ONE in five supermarket chickens is contaminated with the food poisoning bacteria campylobacter, an investigation has found.
The study of chicken samples from nine supermarkets found 18pc were contaminated with campylobacter and 17pc were contaminated with listeria, with 4pc containing levels of the latter classed as "high".
Salmonella was present in 1.5pc of samples, the investigation by the Which? consumer group found.
The watchdog tested 192 samples of whole chickens and chicken portions - standard, free range and organic - from a number of retailers in the UK last month.
Retail outlets in Ireland were not tested but the UK survey included Tesco, Aldi, Lidl and Marks & Spencer, along with five others, Asda, The Co-operative, Morrisons, Sainsbury's and Waitrose.
Bacterial contamination was found in samples from each of the retailers.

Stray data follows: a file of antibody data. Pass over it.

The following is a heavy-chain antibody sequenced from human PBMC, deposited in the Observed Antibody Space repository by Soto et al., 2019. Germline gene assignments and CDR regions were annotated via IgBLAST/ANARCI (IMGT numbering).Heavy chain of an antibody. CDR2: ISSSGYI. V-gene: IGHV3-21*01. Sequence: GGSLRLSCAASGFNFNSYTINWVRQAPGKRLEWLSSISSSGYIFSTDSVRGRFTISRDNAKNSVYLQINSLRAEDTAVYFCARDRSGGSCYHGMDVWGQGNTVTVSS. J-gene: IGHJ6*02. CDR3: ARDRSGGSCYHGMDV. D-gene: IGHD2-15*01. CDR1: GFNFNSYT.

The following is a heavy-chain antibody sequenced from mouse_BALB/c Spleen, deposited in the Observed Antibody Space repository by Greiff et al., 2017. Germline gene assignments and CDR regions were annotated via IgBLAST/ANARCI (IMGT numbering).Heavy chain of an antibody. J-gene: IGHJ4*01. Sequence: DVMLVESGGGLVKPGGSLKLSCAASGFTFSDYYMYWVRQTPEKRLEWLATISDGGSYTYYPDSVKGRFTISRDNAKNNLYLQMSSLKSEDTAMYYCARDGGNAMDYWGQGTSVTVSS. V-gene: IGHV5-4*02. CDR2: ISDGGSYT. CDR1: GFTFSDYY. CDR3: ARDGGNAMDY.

Which? stressed that the study was a "snapshot" as it tested each retailer on two days in different locations, and was therefore unable to definitively conclude that chicken from one supermarket was better than that from another.
However, the results indicated an improvement on 2009 when it was found that 65pc of fresh chickens it tested were contaminated with campylobacter at the point of sale.
It said consumers could avoid the risk of food poisoning by practising good food hygiene and cooking chicken thoroughly.
The watchdog also repeated advice not to wash raw chicken as it could splash the bacteria onto the sink, worktops or nearby dishes, increasing the risk of cross-contamination.
Campylobacter is one of the most common causes of food poisoning. It is found mainly in poultry but also in red meat, unpasteurised milk and untreated water.
Listeriosis, the foodborne illness caused by listeria, is relatively rare but listeria causes more deaths from food poisoning than any other foodborne bugs.
Most people infected with listeria are hospitalised and approximately a third die.
Which? executive director Richard Lloyd said: "While the situation is improving, it is still unacceptable that one in five chickens we tested were found to be contaminated with campylobacter.
"We want to see the risk of contamination minimised at every stage of production."